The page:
The Act authorizes the President to designate objects of scientific or historic interest on Federal lands for protection as a monument as defined in the establishing proclamation, but the authority to reserve lands as part of a monument is limited to an area that is “the smallest area compatible” with the proper care and management of those objects. The protection of qualifying objects within the monument can be identified and reasonably segregated to reflect the “smallest area compatible” intent and to concentrate preservation resources.

Therefore, in consultation with the Secretary of Agriculture, the Secretary of the Interior (Secretary) recommends that (1) the existing boundary of the BENM be modified to be consistent with the intent of the Act; (2) Congress authorize tribal co-management of designated cultural areas; (3) Congress designate selected areas within the existing BENM as national recreation areas or national conservation areas, as defined by law; and (4) Congress clarify the intent of the management practices of wilderness or WSAs within a monument.

In subsequent sections of the report, Zinke explains how Bears Ears was formulated and established far outside the provisions of the Antiquities Act, and how in many instances, it has been abused to give the federal government control over lands and resources which are not addressed in the Act itself. It is then posited that President Trump’s Antiquities Act EO is a response to decades of misinterpretation and outright abuses by former presidents. The EO reads:

Designations of national monuments under the [Antiquities Act], have a substantial impact on the management of Federal lands and the use and enjoyment of neighboring lands. Such designations are a means of stewarding America’s natural resources, protecting America’s natural beauty, and preserving America’s historic places. Monument designations that result from a lack of public outreach and proper coordination with State, tribal, and local officials and other relevant stakeholders may also create barriers to achieving energy independence, restrict public access to and use of Federal lands, burden State, tribal, and local governments, and otherwise curtail economic growth. Designations should be made in accordance with the requirements and original objectives of the Act and appropriately balance the protection of landmarks, structures, and objects against the appropriate use of Federal lands and the effects on surrounding lands and communities.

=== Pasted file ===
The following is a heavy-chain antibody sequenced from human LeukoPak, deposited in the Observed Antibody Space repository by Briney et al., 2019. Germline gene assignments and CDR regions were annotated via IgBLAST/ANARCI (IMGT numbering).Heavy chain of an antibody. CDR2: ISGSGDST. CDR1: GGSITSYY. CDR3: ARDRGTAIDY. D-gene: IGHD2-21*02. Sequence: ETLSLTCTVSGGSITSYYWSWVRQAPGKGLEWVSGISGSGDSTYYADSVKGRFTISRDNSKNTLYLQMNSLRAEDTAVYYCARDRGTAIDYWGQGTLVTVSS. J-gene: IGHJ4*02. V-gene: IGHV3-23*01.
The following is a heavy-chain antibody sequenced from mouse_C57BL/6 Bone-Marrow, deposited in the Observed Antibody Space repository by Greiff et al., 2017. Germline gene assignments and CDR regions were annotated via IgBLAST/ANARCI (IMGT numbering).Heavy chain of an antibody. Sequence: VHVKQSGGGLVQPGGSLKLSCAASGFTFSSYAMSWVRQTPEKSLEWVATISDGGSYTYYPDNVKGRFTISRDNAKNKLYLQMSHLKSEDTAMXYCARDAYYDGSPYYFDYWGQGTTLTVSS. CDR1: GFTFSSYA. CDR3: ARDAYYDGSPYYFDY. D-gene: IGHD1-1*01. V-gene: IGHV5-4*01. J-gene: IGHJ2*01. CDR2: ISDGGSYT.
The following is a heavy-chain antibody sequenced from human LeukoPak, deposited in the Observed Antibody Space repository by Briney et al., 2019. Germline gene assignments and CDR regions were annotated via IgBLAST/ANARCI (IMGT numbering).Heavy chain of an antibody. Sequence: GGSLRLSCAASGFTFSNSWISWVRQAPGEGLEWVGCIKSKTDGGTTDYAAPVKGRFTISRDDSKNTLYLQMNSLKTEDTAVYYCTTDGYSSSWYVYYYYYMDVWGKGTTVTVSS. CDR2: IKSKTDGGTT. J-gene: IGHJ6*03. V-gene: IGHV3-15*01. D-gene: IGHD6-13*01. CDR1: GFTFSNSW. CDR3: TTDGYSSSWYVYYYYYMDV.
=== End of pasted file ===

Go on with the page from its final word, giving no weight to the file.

The Order directs the Secretary to review all designations or expansions resulting in a designation covering more than 100,000 acres or any other designations that the Secretary determines were “made without adequate public outreach and coordination with relevant stakeholders” to determine whether it conforms to the policy set forth in section 1. The Order listed several factors for the Secretary to consider when making that determination:

♦the requirements and original objectives of the Act, including the Act’s requirement that reservations of land ” … be confined to the smallest area compatible with the proper care and management of the objects to be protected”;

♦whether designated lands are appropriately classified under the Act as historic landmarks, historic and prehistoric structures, [or] other objects of historic or scientific interest;

♦the effects of a designation on the available uses of designated Federal lands, including consideration of the multiple-use policy of section 102(a)(7) of the Federal Land Policy and Management Act (43 S.C. 1701(a)(7)), as well as the effects on the available uses of Federal lands beyond the BENM boundaries;

♦the effects of a designation on the use and enjoyment of non-Federal lands within or beyond the BENM boundaries;

♦concerns of state, tribal, and local governments affected by a designation, including the economic development and fiscal condition of affected states, tribes, and localities;